* If f1 == n => assume unique: D = N and scale with N
else If f1 == 0 => assume D = d
else => apply Haas-Stokes [1998] estimator

* If D > 10% of N => scale with N

[There are a variety of techniques selected from Haas-Stokes [1998],
Chaudhuri et al [1998], Vitter and Knuth. Sometimes these authors have
discussed the same subject and come up with different answers, so you
need to be careful to say which reference you mean when discussing


1. Estimation of D; mentioned above and covered in more detail below.

2. The sample size calculation correctly follows Chaudhuri et al [1998]
when the number of rows in the table is 1 million. However, smaller
tables are overestimated and larger tables are underestimated. The
sample size should be multiplied by 2.3 (i.e. ln(10)) for every x10
larger table size. e.g. a 100 million row table requires sample size 4.6
times larger to have the same accuracy for histogram selection.


1. *All* methods of statistical analysis are improved by larger sample
fractions. The D estimator method currently in use shows an optimum of
accuracy and sample fraction at around 5% of a table, as shown in the
author's original paper [Haas Stokes (1998)]. The current
implementation's error rates climb higher as table size increases.

2. In terms of I/O, ANALYZE is relatively inefficient, since it uses a
row sampling technique rather than a block sampling technique. This
would translate directly into a performance drop from large sample
ratios, but since we currently use a fixed sample size this problem is
not yet visible for larger tables. With a 2GB table, we would typically
sample 1% of the blocks, yet around 0.025 - 0.05% of the rows.

3. Large values of statistics target (up to 1000) could cause a number
of problems with statistics catalog table growth (mentioned on
-perform). Setting these values appropriately can take significant
effort. Automatic scaling of such parameters is desirable.

4. ANALYZE doesn't use more memory if maintenance_work_mem is set high,
nor does it use less if it is set low. Actual memory usage isn't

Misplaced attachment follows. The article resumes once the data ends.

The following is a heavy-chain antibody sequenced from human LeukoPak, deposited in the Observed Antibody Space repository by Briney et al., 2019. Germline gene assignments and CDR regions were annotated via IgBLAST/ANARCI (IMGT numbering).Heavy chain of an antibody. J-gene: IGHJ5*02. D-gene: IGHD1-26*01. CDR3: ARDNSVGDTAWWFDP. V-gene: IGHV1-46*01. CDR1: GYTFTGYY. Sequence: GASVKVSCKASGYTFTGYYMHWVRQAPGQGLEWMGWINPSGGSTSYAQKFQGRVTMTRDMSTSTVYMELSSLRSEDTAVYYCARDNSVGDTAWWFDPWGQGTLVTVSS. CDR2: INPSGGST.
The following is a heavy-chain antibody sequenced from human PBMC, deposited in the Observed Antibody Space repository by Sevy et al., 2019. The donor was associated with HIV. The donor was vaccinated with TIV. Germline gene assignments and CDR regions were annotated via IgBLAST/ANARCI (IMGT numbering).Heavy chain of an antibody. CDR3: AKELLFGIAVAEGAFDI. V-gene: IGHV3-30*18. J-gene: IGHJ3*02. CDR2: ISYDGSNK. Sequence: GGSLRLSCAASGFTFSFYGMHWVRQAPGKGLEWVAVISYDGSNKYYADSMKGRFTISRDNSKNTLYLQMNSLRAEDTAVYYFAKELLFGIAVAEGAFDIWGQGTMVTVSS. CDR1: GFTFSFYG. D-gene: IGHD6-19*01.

measured at all. With very long rows this is max 24 MB with default
stats target settings and BLCKSZ, or 2.4 GB with highest stats target
(1000). This probably is of lower importance since stats targets are
only usually set higher on larger databases, which typically have larger
memory configurations anyway - and very long rows are uncommon because
of TOAST. Typical memory usage by ANALYZE would be < 1 MB with default
settings i.e. maybe as low as a 0.01% sample for a very large table.


Lets look at this example from DBT-3/TPC-H:

Two tables, orders and lineitem. Each row in orders has M rows in
lineitem, so they have a 1:M relationship.

create table orders (o_orderkey integer, o_custkey integer,
o_orderstatus char(1), o_totalprice numeric(12,2), o_orderdate date,
o_orderpriority char(15), o_clerk char(15), o_shippriority integer,
o_comment varchar(79), primary key ( o_orderkey ) );

create table lineitem (l_orderkey integer, l_partkey integer,
l_suppkey integer, l_linenumber integer, l_quantity numeric(12,2),
l_extendedprice numeric(12,2), l_discount numeric(12,2), l_tax
numeric(12,2), l_returnflag char(1), l_linestatus char(1), l_shipdate
date, l_commitdate date, l_receiptdate date, l_shipinstruct char(25),
l_shipmode char(10), l_comment varchar(44), primary key ( l_orderkey,
l_linenumber ) );

where lineitem.l_orderkey references o_orderkey